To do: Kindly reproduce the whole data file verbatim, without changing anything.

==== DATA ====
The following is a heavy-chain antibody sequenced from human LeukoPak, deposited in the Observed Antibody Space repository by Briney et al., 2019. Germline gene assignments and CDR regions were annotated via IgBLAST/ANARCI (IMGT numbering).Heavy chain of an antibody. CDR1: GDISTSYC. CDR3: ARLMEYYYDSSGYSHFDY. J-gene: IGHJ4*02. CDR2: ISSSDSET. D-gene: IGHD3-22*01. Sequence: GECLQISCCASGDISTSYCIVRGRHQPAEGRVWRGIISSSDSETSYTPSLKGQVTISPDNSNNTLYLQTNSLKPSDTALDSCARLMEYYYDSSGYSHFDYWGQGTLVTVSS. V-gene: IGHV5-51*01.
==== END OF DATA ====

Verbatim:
The following is a heavy-chain antibody sequenced from human LeukoPak, deposited in the Observed Antibody Space repository by Briney et al., 2019. Germline gene assignments and CDR regions were annotated via IgBLAST/ANARCI (IMGT numbering).Heavy chain of an antibody. CDR1: GDISTSYC. CDR3: ARLMEYYYDSSGYSHFDY. J-gene: IGHJ4*02. CDR2: ISSSDSET. D-gene: IGHD3-22*01. Sequence: GECLQISCCASGDISTSYCIVRGRHQPAEGRVWRGIISSSDSETSYTPSLKGQVTISPDNSNNTLYLQTNSLKPSDTALDSCARLMEYYYDSSGYSHFDYWGQGTLVTVSS. V-gene: IGHV5-51*01.